The ECLN approach to the mapping of Cultural Learning was to create an ecological model. This connected 3 generic rationales for Cultural Learning (generalist: fun, social, exploration, or edutainment; specialist: learn the art-form for its own sake; professional: to learn how to be a professional or work using the art-forms) with 3 generic contexts for Cultural Learning (individual: alone or one-one; group: one group however large or small; community: different groups working together). This then formed 9 zones, in which all Cultural Learning can occur. This ecological approach enabled an individual to reflect and trace their own historical and current cultural learning contexts using different art-forms as well as recording the zones in which they support the cultural learning of others.  The approach highlighted the use of knowledge networks, informal systems and the characteristics of individual journeys as they move through the Cultural Landscape building their art-form, roles and context portfolios. It also highlighted certain country infrastructural characteristics e.g. Freelance structure; Organisation/employment structure;

The ECLN curriculum devised through the research is expressively prioritising strategies to develop human and artistic potential rather than to be used instrumentally or solely to create economic benefit. The curriculum includes creative processes, artistic techniques, cultural contexts, self-awareness, communication, teamwork, coaching, mentoring, and training. The research also highlighted that the key resources for Cultural Learning were dedicated artistic and creative space and active professional and creative networks.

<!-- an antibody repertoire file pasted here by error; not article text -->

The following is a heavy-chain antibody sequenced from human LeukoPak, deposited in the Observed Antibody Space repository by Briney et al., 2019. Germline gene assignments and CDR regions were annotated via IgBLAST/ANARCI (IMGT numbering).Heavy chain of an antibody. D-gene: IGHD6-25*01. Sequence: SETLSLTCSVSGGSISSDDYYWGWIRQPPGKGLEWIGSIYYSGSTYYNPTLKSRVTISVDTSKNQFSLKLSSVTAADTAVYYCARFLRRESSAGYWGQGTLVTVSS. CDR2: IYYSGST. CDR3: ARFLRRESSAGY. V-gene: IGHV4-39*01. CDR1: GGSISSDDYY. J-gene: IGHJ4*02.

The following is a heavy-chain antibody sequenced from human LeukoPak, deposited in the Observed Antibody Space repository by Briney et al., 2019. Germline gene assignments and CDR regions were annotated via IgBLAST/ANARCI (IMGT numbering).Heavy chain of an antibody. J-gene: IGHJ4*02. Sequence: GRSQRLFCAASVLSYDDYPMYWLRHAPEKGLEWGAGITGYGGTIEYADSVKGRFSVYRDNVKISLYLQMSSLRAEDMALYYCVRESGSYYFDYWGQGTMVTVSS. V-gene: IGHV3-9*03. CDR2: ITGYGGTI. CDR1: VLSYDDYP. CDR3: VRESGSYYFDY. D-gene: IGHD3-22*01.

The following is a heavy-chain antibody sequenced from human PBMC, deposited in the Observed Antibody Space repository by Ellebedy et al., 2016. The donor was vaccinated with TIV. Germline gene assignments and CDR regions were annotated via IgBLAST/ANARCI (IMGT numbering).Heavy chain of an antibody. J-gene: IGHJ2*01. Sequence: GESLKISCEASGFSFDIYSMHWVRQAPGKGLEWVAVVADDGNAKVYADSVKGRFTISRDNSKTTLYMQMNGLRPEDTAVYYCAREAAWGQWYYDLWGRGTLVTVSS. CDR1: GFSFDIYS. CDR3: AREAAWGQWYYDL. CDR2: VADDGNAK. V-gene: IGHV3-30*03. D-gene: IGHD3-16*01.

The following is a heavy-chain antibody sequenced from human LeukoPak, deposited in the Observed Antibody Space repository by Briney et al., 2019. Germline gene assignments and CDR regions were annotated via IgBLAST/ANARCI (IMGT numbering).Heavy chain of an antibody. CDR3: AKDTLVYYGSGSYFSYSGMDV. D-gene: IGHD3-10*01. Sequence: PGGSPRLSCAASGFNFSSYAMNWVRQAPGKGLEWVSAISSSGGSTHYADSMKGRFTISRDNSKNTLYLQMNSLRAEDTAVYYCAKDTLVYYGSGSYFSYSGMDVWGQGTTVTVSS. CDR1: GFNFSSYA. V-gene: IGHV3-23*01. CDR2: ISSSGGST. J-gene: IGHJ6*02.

Evaluation of Cultural Learning by those delivering it (81%; 80%) and by beneficiaries of it (85%; 93%) is the norm for both Freelance Artists and Cultural Organisations, respectively. However, evaluation by third parties is less common (67%; 73%) and this is an area in which support could be needed to assist the development and dissemination of a peer evaluation process. Another strand of European work has developed a recognition and validation framework for Participatory Arts at European Qualifications Framework Levels 7,5 and 3 which is currently being tested in 5  European countries, including the UK.

As a whole, the research depicts a sector that is fluid and structurally under-resourced. Furthermore, there are low financial returns and minimal security for the workforce.  It has little public recognition or validation for the work that it undertakes.  However, it has been sustained for at least 30 years, in some countries, by the goodwill, creativity and entrepreneurship of the workforce and the support of public and private sectors and other stakeholders.

Undertaking the research has been like a ‘breath of fresh air’ that has blown away the cobwebs of complacency and routine for mature partners and ignited the sparks of the more scattered and more recently formed organisations.  ECLN is forging an embryonic European Community of Practice. We have embarked on a challenging and rewarding adventure that has enabled us all to reframe what is happening in the Cultural Learning Landscape of our own countries into demonstrating, witnessing, comparing, articulating and explaining our shared practice.

We warmly invite anyone who is working in the field of Cultural Learning and Participatory Arts to consider our findings in this report and to connect with us, to engage with us in dialogue, to constructively challenge or support our thinking and to articulate their own practice in relation to the shared practice of our network’s networks. We hope this report can be used as a stimulus to activate, energize and support this broad emerging European Community of Practice and to identify potential benefits of scope and scale, particularly in relation to making connections, creating opportunities and addressing vocational and other issues.

As part of the research we were able to devise an outline curriculum for Cultural Learning and Participatory Arts and we have recently been testing this through our networks in 10 countries. This work will be shared through another white paper.

Dr Denise Stanley – Business Development Manager, Collage Arts – September 2014

Download a copy of the whitepaper here